Last month 60 Minutes had a piece on the James Webb Space Telescope (JWST), titled The Origin of Everything, that provided viewers with more amazing images. I recommend the episode. I also plan to watch a few more times myself.
For a taste of the episode, here is Matt Mountain, who heads up JWST’s operations as president of the Association of Universities for Research in Astronomy, discussing the speckled images captured at the very start as engineers used a star to align the telescope’s 18 mirrors.
Matt Mountain: These were not artifacts from the detector. These were not strange stars. The whole of the sky was filled with galaxies. There was no empty sky. And that’s when I went, “This telescope’s going to be phenomenal.”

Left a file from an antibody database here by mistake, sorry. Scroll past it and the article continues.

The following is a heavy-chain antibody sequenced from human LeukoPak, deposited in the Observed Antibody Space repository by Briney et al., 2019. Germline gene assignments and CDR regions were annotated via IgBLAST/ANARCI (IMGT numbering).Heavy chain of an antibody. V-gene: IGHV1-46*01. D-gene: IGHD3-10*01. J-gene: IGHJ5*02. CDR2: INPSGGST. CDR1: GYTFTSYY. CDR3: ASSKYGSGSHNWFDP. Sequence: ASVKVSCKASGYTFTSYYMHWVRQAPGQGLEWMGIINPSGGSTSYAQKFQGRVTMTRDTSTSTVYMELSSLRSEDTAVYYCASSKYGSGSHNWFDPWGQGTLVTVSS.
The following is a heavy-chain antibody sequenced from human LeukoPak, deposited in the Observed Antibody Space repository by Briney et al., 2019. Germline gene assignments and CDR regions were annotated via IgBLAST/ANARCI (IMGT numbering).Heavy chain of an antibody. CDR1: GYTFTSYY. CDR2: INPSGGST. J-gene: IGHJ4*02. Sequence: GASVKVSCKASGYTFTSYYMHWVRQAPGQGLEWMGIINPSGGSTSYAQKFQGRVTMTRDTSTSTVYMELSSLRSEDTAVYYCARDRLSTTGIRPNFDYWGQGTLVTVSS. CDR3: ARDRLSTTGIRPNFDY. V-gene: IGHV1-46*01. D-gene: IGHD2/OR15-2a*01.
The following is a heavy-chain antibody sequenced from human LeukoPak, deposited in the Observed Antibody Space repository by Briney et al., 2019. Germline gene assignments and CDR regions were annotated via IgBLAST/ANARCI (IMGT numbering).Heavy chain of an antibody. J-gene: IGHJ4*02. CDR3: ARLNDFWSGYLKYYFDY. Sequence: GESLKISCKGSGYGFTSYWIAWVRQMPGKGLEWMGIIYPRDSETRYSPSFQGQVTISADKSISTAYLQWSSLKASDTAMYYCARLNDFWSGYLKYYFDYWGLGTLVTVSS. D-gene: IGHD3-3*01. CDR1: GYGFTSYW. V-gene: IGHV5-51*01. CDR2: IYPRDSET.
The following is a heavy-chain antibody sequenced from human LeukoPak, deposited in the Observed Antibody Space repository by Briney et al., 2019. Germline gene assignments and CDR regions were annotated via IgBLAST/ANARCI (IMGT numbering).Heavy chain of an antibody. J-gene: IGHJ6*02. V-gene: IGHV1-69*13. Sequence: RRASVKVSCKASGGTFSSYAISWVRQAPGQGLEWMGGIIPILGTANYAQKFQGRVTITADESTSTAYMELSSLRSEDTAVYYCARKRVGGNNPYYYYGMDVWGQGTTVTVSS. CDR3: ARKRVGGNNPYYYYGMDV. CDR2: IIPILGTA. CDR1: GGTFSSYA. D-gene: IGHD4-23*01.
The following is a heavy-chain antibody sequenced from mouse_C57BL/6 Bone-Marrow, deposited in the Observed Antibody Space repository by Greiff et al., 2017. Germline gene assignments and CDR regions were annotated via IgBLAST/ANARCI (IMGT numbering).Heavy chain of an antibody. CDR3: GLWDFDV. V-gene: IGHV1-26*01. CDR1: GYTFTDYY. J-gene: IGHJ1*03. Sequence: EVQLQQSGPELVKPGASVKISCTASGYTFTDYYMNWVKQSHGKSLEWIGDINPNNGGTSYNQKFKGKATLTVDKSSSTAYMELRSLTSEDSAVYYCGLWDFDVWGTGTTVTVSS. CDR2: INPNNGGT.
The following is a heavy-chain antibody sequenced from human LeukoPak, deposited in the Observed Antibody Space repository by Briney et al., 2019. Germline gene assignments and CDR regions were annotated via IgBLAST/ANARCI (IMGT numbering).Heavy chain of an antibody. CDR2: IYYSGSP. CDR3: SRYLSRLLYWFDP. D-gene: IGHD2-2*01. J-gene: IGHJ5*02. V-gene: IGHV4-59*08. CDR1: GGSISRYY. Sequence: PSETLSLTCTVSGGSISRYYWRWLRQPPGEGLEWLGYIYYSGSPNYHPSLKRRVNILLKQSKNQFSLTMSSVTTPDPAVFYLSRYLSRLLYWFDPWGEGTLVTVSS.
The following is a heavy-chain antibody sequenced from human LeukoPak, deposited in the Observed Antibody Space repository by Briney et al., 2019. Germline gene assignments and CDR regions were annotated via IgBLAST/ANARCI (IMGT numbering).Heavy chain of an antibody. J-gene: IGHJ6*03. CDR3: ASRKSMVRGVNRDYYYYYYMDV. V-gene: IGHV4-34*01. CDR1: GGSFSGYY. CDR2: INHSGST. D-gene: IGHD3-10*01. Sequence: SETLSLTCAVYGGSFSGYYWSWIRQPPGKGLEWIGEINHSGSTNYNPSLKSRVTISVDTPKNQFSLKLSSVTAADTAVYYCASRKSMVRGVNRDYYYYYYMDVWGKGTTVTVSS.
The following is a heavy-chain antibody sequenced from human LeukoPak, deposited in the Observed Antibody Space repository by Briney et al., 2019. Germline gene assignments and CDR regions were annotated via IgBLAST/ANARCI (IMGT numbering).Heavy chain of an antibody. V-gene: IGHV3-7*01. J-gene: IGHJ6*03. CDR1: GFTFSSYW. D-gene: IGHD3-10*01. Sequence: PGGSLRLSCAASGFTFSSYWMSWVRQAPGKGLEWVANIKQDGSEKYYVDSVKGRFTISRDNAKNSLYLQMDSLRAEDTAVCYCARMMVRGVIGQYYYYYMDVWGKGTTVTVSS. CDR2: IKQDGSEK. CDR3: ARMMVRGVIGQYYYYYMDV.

Scott Pelley: No empty sky? What do you mean by that?
Matt Mountain: On almost every image we’re taking now, we see galaxies everywhere. I mean, we took a simple picture of a planet in our own system, Neptune. You know, it was this beautiful orb just sitting there and we saw some rings. In the background are galaxies again. It tells us that our universe is filled with galaxies. We knew this theoretically but when you go out to the night sky, we’re used to saying, “Well, look up at the night sky, we see those stars.” We can no longer say that. We now have to say, “Look up at the night sky and there are galaxies everywhere.”
Scott Pelley: We call it space because we thought there was nothing out there.
Matt Mountain: There is no empty sky with James Webb. That is what we have discovered.
You can watch the episode here.